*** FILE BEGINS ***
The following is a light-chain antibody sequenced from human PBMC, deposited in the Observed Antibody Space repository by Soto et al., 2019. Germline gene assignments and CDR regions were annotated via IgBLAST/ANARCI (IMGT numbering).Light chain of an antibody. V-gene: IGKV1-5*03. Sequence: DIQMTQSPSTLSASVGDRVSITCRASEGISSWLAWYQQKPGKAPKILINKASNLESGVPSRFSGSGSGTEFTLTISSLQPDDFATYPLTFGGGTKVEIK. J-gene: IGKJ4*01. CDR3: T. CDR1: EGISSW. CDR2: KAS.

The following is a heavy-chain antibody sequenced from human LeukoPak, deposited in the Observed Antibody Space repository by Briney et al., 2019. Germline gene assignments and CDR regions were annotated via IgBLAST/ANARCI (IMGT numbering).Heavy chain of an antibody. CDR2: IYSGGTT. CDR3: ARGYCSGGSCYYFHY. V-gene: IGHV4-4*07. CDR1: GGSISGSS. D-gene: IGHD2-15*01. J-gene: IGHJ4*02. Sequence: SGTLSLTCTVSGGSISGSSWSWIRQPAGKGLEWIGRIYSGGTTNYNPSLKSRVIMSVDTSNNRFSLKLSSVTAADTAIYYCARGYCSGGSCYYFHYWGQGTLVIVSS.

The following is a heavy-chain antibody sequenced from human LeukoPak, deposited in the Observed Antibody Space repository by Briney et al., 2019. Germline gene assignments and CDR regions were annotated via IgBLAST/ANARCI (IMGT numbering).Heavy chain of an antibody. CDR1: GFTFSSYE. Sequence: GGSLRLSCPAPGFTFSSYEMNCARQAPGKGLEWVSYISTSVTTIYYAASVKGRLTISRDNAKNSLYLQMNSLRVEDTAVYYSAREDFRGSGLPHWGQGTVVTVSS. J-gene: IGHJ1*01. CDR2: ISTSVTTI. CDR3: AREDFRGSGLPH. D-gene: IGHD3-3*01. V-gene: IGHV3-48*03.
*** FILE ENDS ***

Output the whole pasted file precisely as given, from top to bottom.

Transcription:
The following is a light-chain antibody sequenced from human PBMC, deposited in the Observed Antibody Space repository by Soto et al., 2019. Germline gene assignments and CDR regions were annotated via IgBLAST/ANARCI (IMGT numbering).Light chain of an antibody. V-gene: IGKV1-5*03. Sequence: DIQMTQSPSTLSASVGDRVSITCRASEGISSWLAWYQQKPGKAPKILINKASNLESGVPSRFSGSGSGTEFTLTISSLQPDDFATYPLTFGGGTKVEIK. J-gene: IGKJ4*01. CDR3: T. CDR1: EGISSW. CDR2: KAS.

The following is a heavy-chain antibody sequenced from human LeukoPak, deposited in the Observed Antibody Space repository by Briney et al., 2019. Germline gene assignments and CDR regions were annotated via IgBLAST/ANARCI (IMGT numbering).Heavy chain of an antibody. CDR2: IYSGGTT. CDR3: ARGYCSGGSCYYFHY. V-gene: IGHV4-4*07. CDR1: GGSISGSS. D-gene: IGHD2-15*01. J-gene: IGHJ4*02. Sequence: SGTLSLTCTVSGGSISGSSWSWIRQPAGKGLEWIGRIYSGGTTNYNPSLKSRVIMSVDTSNNRFSLKLSSVTAADTAIYYCARGYCSGGSCYYFHYWGQGTLVIVSS.

The following is a heavy-chain antibody sequenced from human LeukoPak, deposited in the Observed Antibody Space repository by Briney et al., 2019. Germline gene assignments and CDR regions were annotated via IgBLAST/ANARCI (IMGT numbering).Heavy chain of an antibody. CDR1: GFTFSSYE. Sequence: GGSLRLSCPAPGFTFSSYEMNCARQAPGKGLEWVSYISTSVTTIYYAASVKGRLTISRDNAKNSLYLQMNSLRVEDTAVYYSAREDFRGSGLPHWGQGTVVTVSS. J-gene: IGHJ1*01. CDR2: ISTSVTTI. CDR3: AREDFRGSGLPH. D-gene: IGHD3-3*01. V-gene: IGHV3-48*03.